Precious Ramatowe Mysteries

Two years ago, I wrote about how much I enjoyed the first of the Precious Ramotswe Mysteries, a new series by Alexander McCall-Smith sharing the childhood mysteries featuring Precious Ramotswe, the future Ladies’ Detective. I enjoyed the second and third in the series as well. Simple mysteries give the young children reading a chance to feel like detectives themselves, and the limited number of chapters and simple writing give them confidence in their reading abilities.

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Lost in Translation by Ella Frances Sanders

Lost in Translation by Ella Frances Sanders (Ten Speed Press, September 2014) is a delightful dabbling in the untranslatable (into English) words of the world. I’ve always felt that foreign languages are important to learn simply because English cannot always express everything there is to say. Artist Ella Frances Sanders brings some of these words to life with explanations an illustrations.

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Draw-A-Saurus by James Silvani

Draw-A-Saurus by  James Silvani (Ten Speed Press, September 2014) is the perfect book for a kid who love two things:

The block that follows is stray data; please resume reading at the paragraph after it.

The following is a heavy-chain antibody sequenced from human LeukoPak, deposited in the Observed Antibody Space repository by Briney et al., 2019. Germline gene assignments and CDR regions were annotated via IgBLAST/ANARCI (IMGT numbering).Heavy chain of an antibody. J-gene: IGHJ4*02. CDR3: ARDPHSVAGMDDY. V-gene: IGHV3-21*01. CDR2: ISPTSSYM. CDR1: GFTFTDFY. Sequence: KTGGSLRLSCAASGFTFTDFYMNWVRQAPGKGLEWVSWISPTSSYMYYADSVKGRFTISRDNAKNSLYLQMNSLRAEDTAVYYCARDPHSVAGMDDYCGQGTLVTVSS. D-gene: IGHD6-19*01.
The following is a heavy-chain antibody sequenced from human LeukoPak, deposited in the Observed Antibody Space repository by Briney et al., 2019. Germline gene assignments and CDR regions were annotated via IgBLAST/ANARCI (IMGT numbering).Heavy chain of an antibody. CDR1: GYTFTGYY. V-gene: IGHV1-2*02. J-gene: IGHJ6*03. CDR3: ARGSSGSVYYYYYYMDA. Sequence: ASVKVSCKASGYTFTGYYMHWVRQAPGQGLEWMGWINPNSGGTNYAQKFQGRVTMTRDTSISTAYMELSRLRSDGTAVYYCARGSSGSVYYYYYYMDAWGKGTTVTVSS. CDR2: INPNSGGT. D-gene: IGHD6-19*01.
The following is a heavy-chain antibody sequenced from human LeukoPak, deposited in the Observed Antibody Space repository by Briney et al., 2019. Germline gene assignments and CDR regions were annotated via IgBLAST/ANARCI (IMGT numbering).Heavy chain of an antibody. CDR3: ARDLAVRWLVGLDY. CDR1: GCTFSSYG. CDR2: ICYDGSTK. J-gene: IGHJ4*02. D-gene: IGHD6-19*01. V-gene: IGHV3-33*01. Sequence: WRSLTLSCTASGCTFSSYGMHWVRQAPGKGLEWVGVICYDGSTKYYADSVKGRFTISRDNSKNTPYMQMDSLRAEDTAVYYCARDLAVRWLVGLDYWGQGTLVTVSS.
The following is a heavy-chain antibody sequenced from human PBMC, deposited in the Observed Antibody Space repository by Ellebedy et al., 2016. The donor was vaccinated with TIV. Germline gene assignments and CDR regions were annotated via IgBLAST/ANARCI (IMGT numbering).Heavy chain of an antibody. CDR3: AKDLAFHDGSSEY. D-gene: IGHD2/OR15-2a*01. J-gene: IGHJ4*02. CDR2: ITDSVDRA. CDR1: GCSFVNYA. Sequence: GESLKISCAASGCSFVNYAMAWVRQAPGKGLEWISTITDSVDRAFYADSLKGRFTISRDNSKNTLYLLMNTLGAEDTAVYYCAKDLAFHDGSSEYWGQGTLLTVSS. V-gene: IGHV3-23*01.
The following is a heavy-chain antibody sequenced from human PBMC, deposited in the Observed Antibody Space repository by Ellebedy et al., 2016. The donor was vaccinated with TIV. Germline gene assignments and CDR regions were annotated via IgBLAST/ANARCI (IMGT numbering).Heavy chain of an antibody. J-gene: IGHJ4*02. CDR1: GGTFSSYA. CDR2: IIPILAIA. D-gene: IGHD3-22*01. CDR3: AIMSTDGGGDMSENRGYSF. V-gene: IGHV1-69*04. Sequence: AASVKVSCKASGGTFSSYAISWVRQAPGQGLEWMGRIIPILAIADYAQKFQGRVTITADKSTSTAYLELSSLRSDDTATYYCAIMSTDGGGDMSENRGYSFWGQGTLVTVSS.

1. Drawing
  2. Dinosaurs

I know one such kid, so I was delighted to come across this book. With clear step-by-step instructions, the author/illustrator shows the process for drawing realistically proportioned dinosaurs of all kinds. There is plenty of amusing side-comments interspersed in with the illustrations. On top of all that, Mr. Silvani provides facts about the dinosaurs, including explanations of what things we know for sure and those we do not know for sure.

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Missed Connections by Sophie Blackall

Way back in August and September, Jenny from Reading the End suggested I read Sophie Blackall’s illustrated book based on the personal “missed connections” posts found on Craig’s List.

I love her illustration style, as I mentioned when I reviewed her picture book. Missed Connections captures the personal ads just perfectly with Ms Blackall’s style. The pictures are sassy, amusing, and friendly. And there is something about the entire concept of a “missed connection” that gives the illustrations a sense of seriousness and contemplation. Continue Reading